He ended up serving one year in jail, although he could have been sentenced for up to 10 years. “That’s when I learned to pray for my friends and those around me,” he says. “It was a growing opportunity and I learned my lesson. I was able to return here and was received with open arms.

“Society would have said, ‘You’re a felon.’ The Salvation Army said, ‘You’re a new person.’ That’s why I love The Salvation Army!”

Caring in word and deed
Lahaina’s Salvationists and employees provide for the bodies and souls of those with whom they come in contact. At the outpost’s Hale Palekana Homeless Drop-In Center, basic services to displaced and homeless individuals and families include hot meals, showers, laundry facilities, substance abuse counseling, and telephone facilities to help with job searches; 50-70 individuals are helped each day. Emergency assistance, including help with rent and utilities, is available for families.

Providing food is a vital part of their ministry. Recently, the 12 members of the discipleship class—all of whom are all homeless—made peanut butter and jelly sandwiches and took them to Front Street, Lahaina’s main street, to give to their homeless friends and invite them to church.

The Home League “aunties” prepare lunch at the outpost for those in need; breakfast and lunch are served four days a week, and serve 35-40 at each. On Wednesdays Duke and John McKee, employees at the drop-in center, take hygiene kits and food bags out to the homeless. “They both were homeless, so they know where go to—where the people are living in the bushes,” explains Kevin.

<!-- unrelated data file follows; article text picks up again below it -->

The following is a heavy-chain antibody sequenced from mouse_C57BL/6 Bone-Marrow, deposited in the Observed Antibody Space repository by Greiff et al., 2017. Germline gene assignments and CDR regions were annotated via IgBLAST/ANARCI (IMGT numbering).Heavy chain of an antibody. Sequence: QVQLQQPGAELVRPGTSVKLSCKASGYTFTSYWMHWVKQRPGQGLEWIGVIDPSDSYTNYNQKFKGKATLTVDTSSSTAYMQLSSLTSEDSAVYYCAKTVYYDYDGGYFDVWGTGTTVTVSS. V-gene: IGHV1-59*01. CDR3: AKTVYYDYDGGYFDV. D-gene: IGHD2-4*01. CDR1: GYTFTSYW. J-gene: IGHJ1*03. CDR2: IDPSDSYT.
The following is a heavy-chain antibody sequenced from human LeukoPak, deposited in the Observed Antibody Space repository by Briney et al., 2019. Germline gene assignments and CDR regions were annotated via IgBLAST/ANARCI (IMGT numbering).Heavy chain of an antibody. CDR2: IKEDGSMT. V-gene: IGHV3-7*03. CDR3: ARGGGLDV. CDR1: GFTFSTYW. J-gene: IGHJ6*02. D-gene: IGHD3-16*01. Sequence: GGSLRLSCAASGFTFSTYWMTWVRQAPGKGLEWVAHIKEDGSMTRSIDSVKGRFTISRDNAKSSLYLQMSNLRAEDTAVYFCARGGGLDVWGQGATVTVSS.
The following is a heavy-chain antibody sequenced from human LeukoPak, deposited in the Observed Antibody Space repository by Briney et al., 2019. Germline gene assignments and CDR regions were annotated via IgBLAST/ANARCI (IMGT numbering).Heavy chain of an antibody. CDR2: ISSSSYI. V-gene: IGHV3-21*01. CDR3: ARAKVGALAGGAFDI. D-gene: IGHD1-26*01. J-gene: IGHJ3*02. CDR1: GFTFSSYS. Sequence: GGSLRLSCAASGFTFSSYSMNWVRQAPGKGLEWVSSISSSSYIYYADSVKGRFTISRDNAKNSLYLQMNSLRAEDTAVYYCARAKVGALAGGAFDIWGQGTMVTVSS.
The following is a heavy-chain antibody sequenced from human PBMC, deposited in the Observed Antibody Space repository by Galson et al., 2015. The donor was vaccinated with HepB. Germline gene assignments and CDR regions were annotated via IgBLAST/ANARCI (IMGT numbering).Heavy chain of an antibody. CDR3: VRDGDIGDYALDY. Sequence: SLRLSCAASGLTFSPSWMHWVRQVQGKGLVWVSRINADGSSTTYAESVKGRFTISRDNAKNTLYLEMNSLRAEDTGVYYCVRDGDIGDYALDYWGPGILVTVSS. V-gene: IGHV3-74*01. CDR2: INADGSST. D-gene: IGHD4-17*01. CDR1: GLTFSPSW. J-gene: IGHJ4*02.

The thrift store, located next to the outpost, often supplies clothing and other goods at no charge. “The last Friday of the month is clothes day,” notes Vidella with a smile. “At 9 a.m., people can get as many clothes as they want or need—and the thrift store has really nice clothes that have been donated, including labels like Tommy Bahama. If someone gets a job, they can get a voucher for work clothes. Thirty-one of our people will be going to family camp, and will be getting a voucher to get a suitcase and clothes.”

Sales from the thrift store pay for the outpost’s day-to-day expenses, Kevin explains. “State and federal grants just cover food, paper goods, and employee benefits. Community donations and in-kind donations from food stores help as well.” Many of the donations come from restaurants and hotels, food banks, and stores such as Safeway and Starbucks.

Alliances with community business have proven a plus. Cheeseburgers in Paradise, for example needed a place to put its dumpster; arrangements were made with the outpost to put it on the Army’s property. “We’re saving $1,000 a month,” Nagasaki says “because we can put our trash in it also.”

Programs and assistance run seven days a week, with 12-step on Monday; Home League and a “heavy duty” discipleship class on Tuesday; a music-filled service and dinner on Wednesday; a sewing class and a men’s Bible study on Thursday; and a family movie night on Friday.

Life skills courses provide much needed experience and training: working in the kitchen as a cook, in the thrift store, or as a truck driver all give practical experience. “When they are looking for work, they use us as a reference,” Vidella says. “I just wrote a reference for someone who wanted to enter the U.S. Army.”

After all, it’s family.